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Friday, February 22, 2019

SC rules in favor of teacher dismissed over pregnancy out of wedlock

Supreme Court has ruled that a school teacher's pregnancy out of wedlock is not a just cause for termination of employment "absent any showing that the pre-marital sexual relations and, consequently, pregnancy out of wedlock, are indeed considered disgraceful or immoral."

In a decision made public Friday, the SC affirmed a Court of Appeals (CA) ruling that found Union School International guilty of illegally dismissing an elementary school teacher who got pregnant out of wedlock.

In 2016, the CA's Special Third Division ordered the school to pay Charley Jayne Dagdag separation pay, back wages, and attorney's fees for dismissing her without just cause.

A statement by the SC's Public Information Office said Dagdag was employed on probationary status by Union School in 2012 when she learned she was pregnant. The father was supposedly marrying another woman.

The teacher was supposedly suspended after not reporting for work without notice. She later agreed to resign after allegedly being told by school officials she could face more severe penalties otherwise.

Quoted by the PIO, the SC said Dagdag had been constructively dismissed, the test of which is "whether a reasonable person would have felt compelled to give up his employment/position under the circumstances."

While the school held a grievance hearing on Dagdag's case, "its outcome was already predetermined as petitioners" — the school officials  — "were already resolute in their decision to terminate Dagdag's employment," the Court said.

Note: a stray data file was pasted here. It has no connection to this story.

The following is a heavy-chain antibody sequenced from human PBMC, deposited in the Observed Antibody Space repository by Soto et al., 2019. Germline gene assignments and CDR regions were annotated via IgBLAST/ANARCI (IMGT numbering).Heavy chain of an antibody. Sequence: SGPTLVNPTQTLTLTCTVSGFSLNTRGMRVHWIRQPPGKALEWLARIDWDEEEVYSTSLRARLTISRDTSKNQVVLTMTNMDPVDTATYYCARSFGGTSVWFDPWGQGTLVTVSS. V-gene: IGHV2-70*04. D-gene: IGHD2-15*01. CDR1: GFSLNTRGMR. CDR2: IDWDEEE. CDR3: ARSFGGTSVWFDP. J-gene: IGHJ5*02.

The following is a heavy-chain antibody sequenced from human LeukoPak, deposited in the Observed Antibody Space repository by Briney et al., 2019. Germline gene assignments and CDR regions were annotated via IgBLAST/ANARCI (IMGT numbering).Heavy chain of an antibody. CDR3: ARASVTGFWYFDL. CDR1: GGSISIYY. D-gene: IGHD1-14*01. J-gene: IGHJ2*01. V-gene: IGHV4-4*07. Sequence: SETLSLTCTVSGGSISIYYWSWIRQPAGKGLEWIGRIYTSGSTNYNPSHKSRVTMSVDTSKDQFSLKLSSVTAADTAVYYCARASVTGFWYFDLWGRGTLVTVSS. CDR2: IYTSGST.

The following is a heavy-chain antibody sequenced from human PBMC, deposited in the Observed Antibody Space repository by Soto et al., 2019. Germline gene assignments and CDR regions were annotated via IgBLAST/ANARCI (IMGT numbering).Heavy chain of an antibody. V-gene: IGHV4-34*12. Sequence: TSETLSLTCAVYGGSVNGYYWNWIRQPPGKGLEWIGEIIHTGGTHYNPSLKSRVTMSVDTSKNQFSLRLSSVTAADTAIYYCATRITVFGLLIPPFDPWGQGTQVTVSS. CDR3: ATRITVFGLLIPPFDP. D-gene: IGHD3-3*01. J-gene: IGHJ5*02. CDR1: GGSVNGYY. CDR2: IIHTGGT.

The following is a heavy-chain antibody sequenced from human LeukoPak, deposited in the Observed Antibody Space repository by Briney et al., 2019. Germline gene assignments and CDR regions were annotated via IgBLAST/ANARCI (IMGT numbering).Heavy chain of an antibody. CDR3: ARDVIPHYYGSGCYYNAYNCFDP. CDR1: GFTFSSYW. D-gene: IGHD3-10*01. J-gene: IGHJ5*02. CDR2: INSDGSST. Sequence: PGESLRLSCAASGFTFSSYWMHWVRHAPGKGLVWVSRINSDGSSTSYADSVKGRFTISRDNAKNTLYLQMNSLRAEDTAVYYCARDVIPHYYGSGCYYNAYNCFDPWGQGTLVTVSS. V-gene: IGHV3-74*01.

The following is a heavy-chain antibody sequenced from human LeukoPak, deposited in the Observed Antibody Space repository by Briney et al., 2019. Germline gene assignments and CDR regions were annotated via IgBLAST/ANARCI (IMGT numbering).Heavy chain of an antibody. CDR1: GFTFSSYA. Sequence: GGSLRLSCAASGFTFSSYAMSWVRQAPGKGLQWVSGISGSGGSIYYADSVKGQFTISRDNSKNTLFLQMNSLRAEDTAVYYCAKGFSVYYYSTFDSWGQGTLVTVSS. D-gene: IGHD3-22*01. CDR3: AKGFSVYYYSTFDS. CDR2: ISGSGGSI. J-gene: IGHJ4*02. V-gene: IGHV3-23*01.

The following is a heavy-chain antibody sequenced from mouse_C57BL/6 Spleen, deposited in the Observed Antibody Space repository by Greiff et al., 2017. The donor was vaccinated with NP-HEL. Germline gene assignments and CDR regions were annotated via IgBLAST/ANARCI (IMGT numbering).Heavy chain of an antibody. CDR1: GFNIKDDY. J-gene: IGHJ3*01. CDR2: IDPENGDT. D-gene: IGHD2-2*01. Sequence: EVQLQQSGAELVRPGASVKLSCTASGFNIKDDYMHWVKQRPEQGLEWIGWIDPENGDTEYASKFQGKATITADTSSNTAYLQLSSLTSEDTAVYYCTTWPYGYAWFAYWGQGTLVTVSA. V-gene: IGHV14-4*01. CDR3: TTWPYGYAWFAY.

“This is evident by the fact that Dagdag was left with two choices — resignation or dismissal and threatening her with possible revocation of her teaching license," it said in a decision penned by now-retired Associate Justice Noel Tijam.

The determination of whether or not conduct is disgraceful or immoral, the Court said, needs "a consideration of the totality of the circumstances surrounding the conduct and an assessment of the said circumstances vis-à-vis the prevailing norms of conduct, i.e., what the society generally considers moral and respectable."

Jurisprudence states the standard of morality is public and secular, not religious, it said.

"More importantly, there must be substantial evidence to establish that premarital sexual relations and pregnancy out of wedlock is considered disgraceful or immoral," the SC had ruled in the 2016 decision on Capin-Cadiz v. Brent Hospital and Colleges, Inc.

In this case, the evidence did not justify Dagdag's dismissal from work, because "there was no legal impediment" for her and the father of the child to marry at the time of conception, the SC said. 

Source: GMA News

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